Out of the frying pan... into the rigging

Jay Ashworth

Well-Known Member
Lodge Cast Iron has apparently thought up a new way to get some free publicity: they've cast a 7 ton frying pan, and they're going to display it in their Tennessee retail outlet.

Anyone know who's going to be rigging the store display, so it doesn't smush any customers? :)

 

aeh20s

Well-Known Member
paul-bunyan-0129.jpg
 

JonCarter

Well-Known Member
Lodge Cast Iron has apparently thought up a new way to get some free publicity: they've cast a 7 ton frying pan, and they're going to display it in their Tennessee retail outlet.

Anyone know who's going to be rigging the store display, so it doesn't smush any customers? :)

I've shot a lot of pictures in foundries and plants making mold-making machinery. (You guys don't know what dirty lighting and camera equipment is 'til you've spent a couple weeks shooting in a foundry!) That's one tough casting to cool without cracking!
 

RonHebbard

Well-Known Member
Premium Member
I've shot a lot of pictures in foundries and plants making mold-making machinery. (You guys don't know what dirty lighting and camera equipment is 'til you've spent a couple weeks shooting in a foundry!) That's one tough casting to cool without cracking!
@JonCarter Don't they just quench it in oil like all the contestants on Forged In Fire?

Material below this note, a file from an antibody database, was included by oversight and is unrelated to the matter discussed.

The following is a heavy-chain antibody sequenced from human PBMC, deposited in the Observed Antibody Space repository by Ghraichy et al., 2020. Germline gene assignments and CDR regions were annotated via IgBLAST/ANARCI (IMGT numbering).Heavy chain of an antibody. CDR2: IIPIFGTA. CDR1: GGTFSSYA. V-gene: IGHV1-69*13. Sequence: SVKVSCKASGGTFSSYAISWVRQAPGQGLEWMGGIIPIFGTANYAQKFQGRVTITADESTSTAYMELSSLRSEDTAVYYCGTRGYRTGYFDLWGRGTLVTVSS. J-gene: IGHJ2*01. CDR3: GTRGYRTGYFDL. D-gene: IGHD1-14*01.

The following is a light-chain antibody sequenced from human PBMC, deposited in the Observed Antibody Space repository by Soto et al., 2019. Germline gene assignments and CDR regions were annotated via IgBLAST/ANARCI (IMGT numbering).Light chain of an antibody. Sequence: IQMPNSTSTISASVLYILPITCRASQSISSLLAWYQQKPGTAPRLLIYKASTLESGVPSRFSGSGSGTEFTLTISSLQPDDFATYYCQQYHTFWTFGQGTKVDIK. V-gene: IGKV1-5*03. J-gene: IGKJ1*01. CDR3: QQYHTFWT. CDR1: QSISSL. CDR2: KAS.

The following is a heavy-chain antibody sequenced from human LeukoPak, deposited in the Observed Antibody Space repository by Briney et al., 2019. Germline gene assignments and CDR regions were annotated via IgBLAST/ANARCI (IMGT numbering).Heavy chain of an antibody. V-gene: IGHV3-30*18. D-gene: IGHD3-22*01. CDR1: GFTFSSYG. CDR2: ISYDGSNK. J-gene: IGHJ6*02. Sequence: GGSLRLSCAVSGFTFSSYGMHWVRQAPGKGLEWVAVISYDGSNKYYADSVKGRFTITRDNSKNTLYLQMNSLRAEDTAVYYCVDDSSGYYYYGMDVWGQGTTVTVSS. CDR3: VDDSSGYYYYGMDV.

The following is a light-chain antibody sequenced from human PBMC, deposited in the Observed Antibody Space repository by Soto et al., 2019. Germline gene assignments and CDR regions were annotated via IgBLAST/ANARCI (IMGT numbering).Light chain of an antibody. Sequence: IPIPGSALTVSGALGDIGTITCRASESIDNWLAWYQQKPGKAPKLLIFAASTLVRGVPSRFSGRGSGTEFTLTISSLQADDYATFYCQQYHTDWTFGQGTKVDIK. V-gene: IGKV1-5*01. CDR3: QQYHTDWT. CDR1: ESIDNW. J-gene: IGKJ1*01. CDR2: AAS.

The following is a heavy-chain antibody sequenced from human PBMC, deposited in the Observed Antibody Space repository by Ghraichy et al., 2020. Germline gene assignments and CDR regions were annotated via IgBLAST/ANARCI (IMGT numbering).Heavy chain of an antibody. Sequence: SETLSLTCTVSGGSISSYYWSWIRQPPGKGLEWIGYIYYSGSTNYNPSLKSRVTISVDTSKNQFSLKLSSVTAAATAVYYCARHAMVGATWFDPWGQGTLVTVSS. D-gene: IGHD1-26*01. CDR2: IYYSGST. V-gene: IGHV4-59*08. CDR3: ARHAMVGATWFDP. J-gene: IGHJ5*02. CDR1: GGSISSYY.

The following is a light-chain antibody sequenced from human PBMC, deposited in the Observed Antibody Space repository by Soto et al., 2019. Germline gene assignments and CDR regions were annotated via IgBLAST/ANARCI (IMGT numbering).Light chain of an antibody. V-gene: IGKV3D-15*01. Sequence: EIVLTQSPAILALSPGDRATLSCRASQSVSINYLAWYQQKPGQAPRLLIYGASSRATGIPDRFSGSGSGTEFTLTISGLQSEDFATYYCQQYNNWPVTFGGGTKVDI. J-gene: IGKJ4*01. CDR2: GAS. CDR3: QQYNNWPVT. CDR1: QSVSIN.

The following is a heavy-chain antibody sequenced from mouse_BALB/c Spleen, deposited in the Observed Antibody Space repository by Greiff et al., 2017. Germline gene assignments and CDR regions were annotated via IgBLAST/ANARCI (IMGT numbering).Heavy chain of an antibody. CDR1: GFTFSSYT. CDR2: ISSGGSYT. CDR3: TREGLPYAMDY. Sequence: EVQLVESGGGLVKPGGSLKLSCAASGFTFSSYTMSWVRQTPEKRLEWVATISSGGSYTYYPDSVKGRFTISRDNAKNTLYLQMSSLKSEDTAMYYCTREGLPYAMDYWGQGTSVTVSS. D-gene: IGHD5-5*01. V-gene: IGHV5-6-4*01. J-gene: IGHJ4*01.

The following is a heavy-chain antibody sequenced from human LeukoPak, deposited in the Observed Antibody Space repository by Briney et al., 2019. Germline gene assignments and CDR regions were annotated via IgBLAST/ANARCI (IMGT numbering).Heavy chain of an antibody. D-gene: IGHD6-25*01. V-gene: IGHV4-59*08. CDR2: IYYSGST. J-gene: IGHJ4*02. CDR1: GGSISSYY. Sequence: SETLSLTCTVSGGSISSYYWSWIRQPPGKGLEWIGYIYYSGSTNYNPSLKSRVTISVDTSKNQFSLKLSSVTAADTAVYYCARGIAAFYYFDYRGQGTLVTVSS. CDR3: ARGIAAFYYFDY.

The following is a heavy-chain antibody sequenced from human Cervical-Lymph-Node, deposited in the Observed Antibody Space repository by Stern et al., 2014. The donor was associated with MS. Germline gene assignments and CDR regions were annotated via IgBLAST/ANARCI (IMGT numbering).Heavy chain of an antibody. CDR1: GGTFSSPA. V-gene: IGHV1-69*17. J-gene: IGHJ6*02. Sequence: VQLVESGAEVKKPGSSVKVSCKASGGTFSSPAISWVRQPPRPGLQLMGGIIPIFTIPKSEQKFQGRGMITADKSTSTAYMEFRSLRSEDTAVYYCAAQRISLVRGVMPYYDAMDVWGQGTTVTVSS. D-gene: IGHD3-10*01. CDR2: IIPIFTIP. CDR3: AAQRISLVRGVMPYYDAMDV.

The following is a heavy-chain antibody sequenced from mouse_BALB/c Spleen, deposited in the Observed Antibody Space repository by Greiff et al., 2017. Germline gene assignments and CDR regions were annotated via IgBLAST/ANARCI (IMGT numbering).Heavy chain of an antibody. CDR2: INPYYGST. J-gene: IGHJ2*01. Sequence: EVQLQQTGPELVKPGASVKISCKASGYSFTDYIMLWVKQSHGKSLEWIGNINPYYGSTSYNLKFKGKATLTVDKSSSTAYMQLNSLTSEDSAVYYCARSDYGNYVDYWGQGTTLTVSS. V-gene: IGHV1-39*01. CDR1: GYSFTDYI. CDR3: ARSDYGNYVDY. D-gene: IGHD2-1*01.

Ron Hebbard
 

JonCarter

Well-Known Member
@JonCarter Don't they just quench it in oil like all the contestants on Forged In Fire?
Ron Hebbard
Ron, Depends on the size of the casting and the end use of the casting. E.g., little pipe fittings are cast in large molds, often 4'-5' square, hundred or 2 in a mold, and are the molds are dumped in minutes after casting and the castings shaken out. Big things (like this skillet) probably use a heated mold (so part of the pour doesn't solidify before the whole thing is poured) and a controlled cooling, as if one part of he casting cools (and contracts) differently than another stresses are set up in the casting and it's likely to break in use. Very slow, controlled cooling for something that big--I'd guess half-day or so min. Mold design and casting for big castings is an art. And it all may depend on the alloy being cast, too.
 

Lasermike

Active Member
Back in the day, for the smaller ingots say about 20” by 6’, we used exothermic hot topping compound. Not really sure what’s in it but the point was to keep the top from cooling too fast and turning the ingot into a pipe. For the next size up, we had the soaking pit. Basically a pit with a sliding lid and a bunch of gas fired burners. I don’t remember the btu input but would guess it ran just under 1000F. It was maybe 20’ square so this pan would have fit easily.

For the 94” by 95” ingot, we had a machine that melted two 18” diameter by 15’ electrodes made of the same material into the casting at the same rate as it shrank. This usually took 2 or 3 days and a 20,000A power supply. I don’t remember how many times the electrodes needed replacing as they were consumed.

All this was from ‘84 to ‘91, I was 23 and it was the coolest place to work if you liked big machines and fire! The tongs used to pick up the big ingot weighed 22 tons and one of the heat treat furnaces had 36 3 million btu burners.

Michael
 

MPowers

Well-Known Member
Quenching as in Forged in Fire, works on Steel, not Cast Iron. Cast iron will crack if rapidly quenched.
 

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